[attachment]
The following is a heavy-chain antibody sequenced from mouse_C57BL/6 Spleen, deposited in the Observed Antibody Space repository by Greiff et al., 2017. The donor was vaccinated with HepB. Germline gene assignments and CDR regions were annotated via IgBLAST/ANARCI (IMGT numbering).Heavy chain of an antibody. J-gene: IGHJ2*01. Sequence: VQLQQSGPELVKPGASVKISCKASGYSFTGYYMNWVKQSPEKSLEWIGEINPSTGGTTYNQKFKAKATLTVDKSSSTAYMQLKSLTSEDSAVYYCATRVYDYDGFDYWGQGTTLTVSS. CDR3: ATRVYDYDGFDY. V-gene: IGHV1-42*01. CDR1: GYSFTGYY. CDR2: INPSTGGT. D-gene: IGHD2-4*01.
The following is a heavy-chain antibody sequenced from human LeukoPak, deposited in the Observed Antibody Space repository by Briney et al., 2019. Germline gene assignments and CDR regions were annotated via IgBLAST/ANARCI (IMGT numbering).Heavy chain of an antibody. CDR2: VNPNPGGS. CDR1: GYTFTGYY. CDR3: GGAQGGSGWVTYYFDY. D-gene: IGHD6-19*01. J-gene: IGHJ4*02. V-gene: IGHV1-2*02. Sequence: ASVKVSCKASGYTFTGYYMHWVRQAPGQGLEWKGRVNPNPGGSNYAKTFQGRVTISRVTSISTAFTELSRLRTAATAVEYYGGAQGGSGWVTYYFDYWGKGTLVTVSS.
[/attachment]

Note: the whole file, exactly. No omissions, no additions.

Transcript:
The following is a heavy-chain antibody sequenced from mouse_C57BL/6 Spleen, deposited in the Observed Antibody Space repository by Greiff et al., 2017. The donor was vaccinated with HepB. Germline gene assignments and CDR regions were annotated via IgBLAST/ANARCI (IMGT numbering).Heavy chain of an antibody. J-gene: IGHJ2*01. Sequence: VQLQQSGPELVKPGASVKISCKASGYSFTGYYMNWVKQSPEKSLEWIGEINPSTGGTTYNQKFKAKATLTVDKSSSTAYMQLKSLTSEDSAVYYCATRVYDYDGFDYWGQGTTLTVSS. CDR3: ATRVYDYDGFDY. V-gene: IGHV1-42*01. CDR1: GYSFTGYY. CDR2: INPSTGGT. D-gene: IGHD2-4*01.
The following is a heavy-chain antibody sequenced from human LeukoPak, deposited in the Observed Antibody Space repository by Briney et al., 2019. Germline gene assignments and CDR regions were annotated via IgBLAST/ANARCI (IMGT numbering).Heavy chain of an antibody. CDR2: VNPNPGGS. CDR1: GYTFTGYY. CDR3: GGAQGGSGWVTYYFDY. D-gene: IGHD6-19*01. J-gene: IGHJ4*02. V-gene: IGHV1-2*02. Sequence: ASVKVSCKASGYTFTGYYMHWVRQAPGQGLEWKGRVNPNPGGSNYAKTFQGRVTISRVTSISTAFTELSRLRTAATAVEYYGGAQGGSGWVTYYFDYWGKGTLVTVSS.